Home World Middle East The future of Iraq: Creating Justice for Persecuted Groups

The future of Iraq: Creating Justice for Persecuted Groups


Iraq is currently facing a crisis that puts ethnic and religious groups under pressure of violence, torture, and discrimination.

A series of discussions held at Georgetown University on Threats to Religious and Ethnic Minorities under the Islamic State revealed the aspirations of affected groups and the duties and options for international and state actors.

While re-establishing proper and sustainable living conditions is a priority, how will these groups be governed in a future Iraq? How will the government and international community create a sustainable country and bring justice to those who have suffered?

In the State Department session held July 29, Antony Blinken, Deputy Secretary of State, stated, “Daesh has not only killed, they’ve sought to erase the identity of those that they’ve killed – to supplant centuries of culture and history with their own ideology of nihilism and murder. Church bells that had rung in Mosul for more than 1,600 years went silent. The Tomb of Jonah, in Mosul, was bombed. Shia shrines and mosques in Tal Afar were destroyed. In Dair Mar Elia, Saint Elijah’s Monastery, the oldest in Iraq, was reduced to rubble on the plains of Nineveh.”

He told his audience that all assistance must be extended to Iraq to help it get through the post-ISIS era and provide a safe and stable environment for its people. While many groups are focused on justice in a post-ISIS Iraq, there are also questions about how whether the country can remain as one or whether it will be divided, and how government would function in a divided Iraq.

The speakers at these discussions declared it a foreign policy priority to protect minorities in the ISIS region.

However, the minority groups stated that their living situations range from difficult to abysmal. Representatives from the Christian community stated that they are still “living in survival mode” with entire families living in one-room shelters. There is limited food for the Kurdish refugee camps, and aid seems to be decreasing. Recently a chemical attack affected 1,000 Turkmen. The Yazidi speaker revealed that 37,000 Yazidi women have been abducted, pushing for a case at the ICC. However, because neither Syria nor Iraq signed the Rome Statute, the foundation of the ICC, the court has no jurisdiction to handle the crimes ISIS committed in these countries.

There are other ways in which the ISIS case can be brought to the ICC. The ICC prosecutor could exercise personal jurisdiction over nationals of ICC member states, Iraq or Syria could accept the Court’s jurisdiction, the UN Security Council could refer the matter to the court, or governments could carry out national prosecutions. With personal jurisdiction, the ICC could exercise jurisdiction over ISIS fighters from ICC states who traveled to Iraq in Syria, such as fighters from Tunisia or European states. However, as most of the group’s leaders come from Iraq and Syria, the ICC lacks jurisdiction to prosecute those most guilty of war crimes.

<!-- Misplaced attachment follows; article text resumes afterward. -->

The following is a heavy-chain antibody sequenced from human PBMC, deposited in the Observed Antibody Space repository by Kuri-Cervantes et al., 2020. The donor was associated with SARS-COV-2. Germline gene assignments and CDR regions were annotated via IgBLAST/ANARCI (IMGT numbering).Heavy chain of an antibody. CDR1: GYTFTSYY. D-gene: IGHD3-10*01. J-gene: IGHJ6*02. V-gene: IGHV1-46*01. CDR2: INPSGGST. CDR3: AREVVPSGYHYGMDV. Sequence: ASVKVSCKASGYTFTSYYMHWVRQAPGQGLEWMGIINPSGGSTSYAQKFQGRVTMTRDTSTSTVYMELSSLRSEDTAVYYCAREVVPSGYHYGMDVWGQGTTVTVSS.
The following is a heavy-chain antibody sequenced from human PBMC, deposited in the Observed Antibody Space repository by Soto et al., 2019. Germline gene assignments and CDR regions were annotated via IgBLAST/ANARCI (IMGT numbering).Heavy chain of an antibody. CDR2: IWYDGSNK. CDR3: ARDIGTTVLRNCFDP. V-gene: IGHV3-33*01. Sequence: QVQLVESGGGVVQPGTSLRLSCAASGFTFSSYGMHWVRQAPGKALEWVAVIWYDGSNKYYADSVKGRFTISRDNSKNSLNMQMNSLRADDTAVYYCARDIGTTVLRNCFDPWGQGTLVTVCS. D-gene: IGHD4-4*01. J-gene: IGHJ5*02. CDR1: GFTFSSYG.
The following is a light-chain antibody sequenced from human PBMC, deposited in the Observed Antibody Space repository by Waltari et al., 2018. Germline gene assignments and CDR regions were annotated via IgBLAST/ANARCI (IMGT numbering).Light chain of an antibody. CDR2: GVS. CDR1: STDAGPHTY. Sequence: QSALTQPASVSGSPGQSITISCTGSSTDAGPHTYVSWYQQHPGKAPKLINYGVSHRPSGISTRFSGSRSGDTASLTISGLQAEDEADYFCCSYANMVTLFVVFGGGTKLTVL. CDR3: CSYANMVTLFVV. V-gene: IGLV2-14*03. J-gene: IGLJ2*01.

Alternatively, the security council could take action by making a court referral. This effort previously was vetoed by China and Russia. The Rome Statute brings forth investigation of alleged war crimes, crimes against humanity and genocide; the current ICC prosecutor wishes to work with states to go forth with domestic investigations. Iraqi minorities and persecuted groups are demanding that the country to take action, if not by ratification then by alternative means. The next step the international community can make, as recommended by the panelists, is to have the United Nations declared the situation as genocide, as only the United States and EU have done thus far.

The loss of political will, infrastructure, and job opportunity are all worrisome issues. Thoughts of safety and proper living circumstances are the first concern for these oppressed groups. However, nearly all the speakers came to the consensus that a future Iraq requires justice and a better government that will provide some sense of autonomy or independent states.

Unfortunately, Article 140 of the Iraqi constitution requires that a referendum of the inhabitants living in the disputed territories, which include Kirkuk, Nineveh Plain, Sinjar and other regions, determine the future of the lands and the minorities. The referendum was scheduled to be held before Dec. 31, 2007, but amid security concerns and increasing demographic changes, it has still not occurred. Creating a stronger constitution that protects and incorporates all groups is a must for a better future and a responsibility of the state.

The immediate need to bring ISIS leaders to justice requires a new UN convention against terrorism and a revision of the ICC’s statute to cover terrorist acts. These changes could allow the international community to bring charges against ISIS leaders and help move Iraq to a more positive reality.


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